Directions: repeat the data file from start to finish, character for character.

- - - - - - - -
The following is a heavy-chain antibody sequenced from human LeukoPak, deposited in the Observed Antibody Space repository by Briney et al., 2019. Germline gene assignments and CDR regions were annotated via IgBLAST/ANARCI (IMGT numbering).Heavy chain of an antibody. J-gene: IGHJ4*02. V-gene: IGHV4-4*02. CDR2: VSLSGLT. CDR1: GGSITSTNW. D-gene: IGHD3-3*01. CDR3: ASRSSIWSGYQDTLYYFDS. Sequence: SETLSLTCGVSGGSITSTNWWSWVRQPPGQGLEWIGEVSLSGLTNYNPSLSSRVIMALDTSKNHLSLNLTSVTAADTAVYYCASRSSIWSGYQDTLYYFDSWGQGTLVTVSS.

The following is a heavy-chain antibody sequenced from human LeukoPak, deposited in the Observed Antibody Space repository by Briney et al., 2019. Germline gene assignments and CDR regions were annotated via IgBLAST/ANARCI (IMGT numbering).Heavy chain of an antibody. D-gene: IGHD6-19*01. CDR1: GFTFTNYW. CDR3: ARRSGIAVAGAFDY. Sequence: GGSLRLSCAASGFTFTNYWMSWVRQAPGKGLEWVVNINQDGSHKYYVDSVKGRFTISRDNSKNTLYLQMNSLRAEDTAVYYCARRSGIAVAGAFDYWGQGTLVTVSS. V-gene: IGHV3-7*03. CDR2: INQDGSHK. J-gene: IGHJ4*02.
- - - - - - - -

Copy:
The following is a heavy-chain antibody sequenced from human LeukoPak, deposited in the Observed Antibody Space repository by Briney et al., 2019. Germline gene assignments and CDR regions were annotated via IgBLAST/ANARCI (IMGT numbering).Heavy chain of an antibody. J-gene: IGHJ4*02. V-gene: IGHV4-4*02. CDR2: VSLSGLT. CDR1: GGSITSTNW. D-gene: IGHD3-3*01. CDR3: ASRSSIWSGYQDTLYYFDS. Sequence: SETLSLTCGVSGGSITSTNWWSWVRQPPGQGLEWIGEVSLSGLTNYNPSLSSRVIMALDTSKNHLSLNLTSVTAADTAVYYCASRSSIWSGYQDTLYYFDSWGQGTLVTVSS.

The following is a heavy-chain antibody sequenced from human LeukoPak, deposited in the Observed Antibody Space repository by Briney et al., 2019. Germline gene assignments and CDR regions were annotated via IgBLAST/ANARCI (IMGT numbering).Heavy chain of an antibody. D-gene: IGHD6-19*01. CDR1: GFTFTNYW. CDR3: ARRSGIAVAGAFDY. Sequence: GGSLRLSCAASGFTFTNYWMSWVRQAPGKGLEWVVNINQDGSHKYYVDSVKGRFTISRDNSKNTLYLQMNSLRAEDTAVYYCARRSGIAVAGAFDYWGQGTLVTVSS. V-gene: IGHV3-7*03. CDR2: INQDGSHK. J-gene: IGHJ4*02.